…or What RWA Would Rather You Didn’t Know about Publishing.
I hate math. But sometimes, it is very useful to illustrate a point.
- Getting an agent (or at least, a good, reputable one) is hard.
Most estimates say agents offer to represent about 1% of the authors whose projects come across their desks. Realistically speaking, although there are many more than 200 reputable literary agents in the US operating at any given time, you probably only have about 200 out there who represent projects in your genre/sub-genre. It is, of course, entirely possible that the 200th agent will be the one who offers to represent your project. Still, statistically speaking your chance of getting an offer of representation from an agent on any given project remains 1%…you just get that 1% chance 200 times (and a 99% chance of rejection the same 200 times).
Of course, that’s just per project submitted. Few authors write only one manuscript and rest their entire career hopes on that one book. If you keep at it and you work to hone your craft, the chances you’ll eventually snag an agent are probably close to 100%. But it takes time, effort, and perseverance as well as a modicum of talent and a lot of skill. Some people who want to be writers are lacking in one or more of these areas and, honestly, they’re the ones who account for 95% of the 99% of projects agents reject.
But even if you’re a hardworking, talented writer, it can be a long time before you fall into the category of the 5% who get requests, let alone the 1% who get an offer of representation.
- Getting an offer for publication from an NY house is even harder.
Even if you have achieved #1, the chance that any given project you submit to an NY house will sell is small. Editors in traditional print houses say they offer contracts for publication to approximately .5% of the manuscripts they read. The percentages are probably higher for agented manuscripts than unagented, but there are also some houses you can’t submit to without an agent and those houses still have similar acceptance rates, so although you probably have a better than .5% change of getting an offer from one of the ten or so houses you’ll submit to through your agent, the chance that any single project will sell can’t be much more than 25%. And I’d bet that’s a generous estimate.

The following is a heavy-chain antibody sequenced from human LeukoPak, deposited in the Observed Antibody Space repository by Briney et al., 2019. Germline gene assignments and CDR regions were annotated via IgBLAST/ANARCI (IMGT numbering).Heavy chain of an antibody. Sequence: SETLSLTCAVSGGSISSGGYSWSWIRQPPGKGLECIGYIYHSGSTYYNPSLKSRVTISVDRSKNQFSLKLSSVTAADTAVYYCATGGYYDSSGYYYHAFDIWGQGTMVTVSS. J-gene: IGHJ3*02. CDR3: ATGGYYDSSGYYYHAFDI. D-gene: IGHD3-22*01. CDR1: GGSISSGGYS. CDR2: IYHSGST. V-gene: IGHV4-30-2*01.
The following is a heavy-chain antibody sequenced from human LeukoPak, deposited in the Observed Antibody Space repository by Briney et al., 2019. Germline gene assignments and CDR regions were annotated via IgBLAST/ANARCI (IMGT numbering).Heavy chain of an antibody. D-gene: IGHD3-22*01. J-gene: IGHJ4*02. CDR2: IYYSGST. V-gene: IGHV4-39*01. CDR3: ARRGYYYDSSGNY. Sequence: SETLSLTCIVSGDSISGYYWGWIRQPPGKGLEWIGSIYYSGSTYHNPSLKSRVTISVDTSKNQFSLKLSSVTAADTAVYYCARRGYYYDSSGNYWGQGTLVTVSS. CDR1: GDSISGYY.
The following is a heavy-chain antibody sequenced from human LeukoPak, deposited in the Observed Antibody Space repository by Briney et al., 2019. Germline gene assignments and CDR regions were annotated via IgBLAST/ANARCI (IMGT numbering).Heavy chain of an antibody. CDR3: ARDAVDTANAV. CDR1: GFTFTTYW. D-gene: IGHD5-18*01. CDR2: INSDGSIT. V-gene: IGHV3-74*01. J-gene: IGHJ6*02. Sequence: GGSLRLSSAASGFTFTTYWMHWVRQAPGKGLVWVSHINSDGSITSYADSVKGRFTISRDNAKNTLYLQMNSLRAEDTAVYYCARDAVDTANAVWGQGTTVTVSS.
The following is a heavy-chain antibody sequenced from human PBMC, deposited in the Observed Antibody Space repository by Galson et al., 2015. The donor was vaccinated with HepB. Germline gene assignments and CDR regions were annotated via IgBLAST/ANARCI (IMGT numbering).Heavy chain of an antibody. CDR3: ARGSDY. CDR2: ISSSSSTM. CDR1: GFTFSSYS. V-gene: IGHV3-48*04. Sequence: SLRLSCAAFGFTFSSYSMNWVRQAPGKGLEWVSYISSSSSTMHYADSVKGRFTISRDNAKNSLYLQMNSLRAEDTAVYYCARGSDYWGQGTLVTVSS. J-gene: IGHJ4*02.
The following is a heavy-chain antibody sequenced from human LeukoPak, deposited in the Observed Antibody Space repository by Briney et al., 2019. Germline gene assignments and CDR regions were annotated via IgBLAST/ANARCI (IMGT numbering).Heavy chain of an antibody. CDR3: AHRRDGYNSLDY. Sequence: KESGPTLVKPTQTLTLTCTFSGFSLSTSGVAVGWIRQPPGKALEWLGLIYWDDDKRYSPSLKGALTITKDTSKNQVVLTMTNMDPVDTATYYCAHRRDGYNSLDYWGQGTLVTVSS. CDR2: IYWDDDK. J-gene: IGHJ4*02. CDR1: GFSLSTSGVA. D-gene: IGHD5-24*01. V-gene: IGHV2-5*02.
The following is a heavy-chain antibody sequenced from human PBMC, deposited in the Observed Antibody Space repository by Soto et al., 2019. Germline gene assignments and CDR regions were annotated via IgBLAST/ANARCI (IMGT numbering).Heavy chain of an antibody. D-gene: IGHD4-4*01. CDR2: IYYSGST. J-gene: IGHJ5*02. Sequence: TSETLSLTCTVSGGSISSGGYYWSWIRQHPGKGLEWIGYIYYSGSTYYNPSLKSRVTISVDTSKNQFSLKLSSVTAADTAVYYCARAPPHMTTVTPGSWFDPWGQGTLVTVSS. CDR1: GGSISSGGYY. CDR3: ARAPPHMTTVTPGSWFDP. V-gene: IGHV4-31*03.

Of course, as with agents, a pass on one project doesn’t mean you won’t eventually sell a different project. But even with a good, reputable agent, there are some authors who don’t ever sell a manuscript. Often, that leads to a break-up with the agent and starting over from scratch again.
- Getting one offer for publication doesn’t mean you’ll get another.
It’s an article of faith among unpublished writers that getting that first contract for publication is the Holy Grail. Once you have it, you have credibility. You have been validated as an author. You have arrived. And now it’ll be comparatively easy to sell the next project. And the next. And the next.
Ahhhh, how I wish it were true. The stark truth, however, is that selling the first project may be easier than the second (or the third, or the fifth). Because now, editors aren’t just looking at your book and whether they like the concept and the voice enough to take a chance on it. No, now they are also looking at your past sales figures. How did your last book do? Did you sell-through? Earn out your advance? Have a high rate of returns? Publishers are wary of taking a chance on an author whose previous books haven’t done well. You might get around this by taking a new pen name or just because you find an editor who loves this book more than life itself and is willing to put his/her reputation on the line for it, but the first is a pain in the neck and the second is even more unlikely than selling your first project was.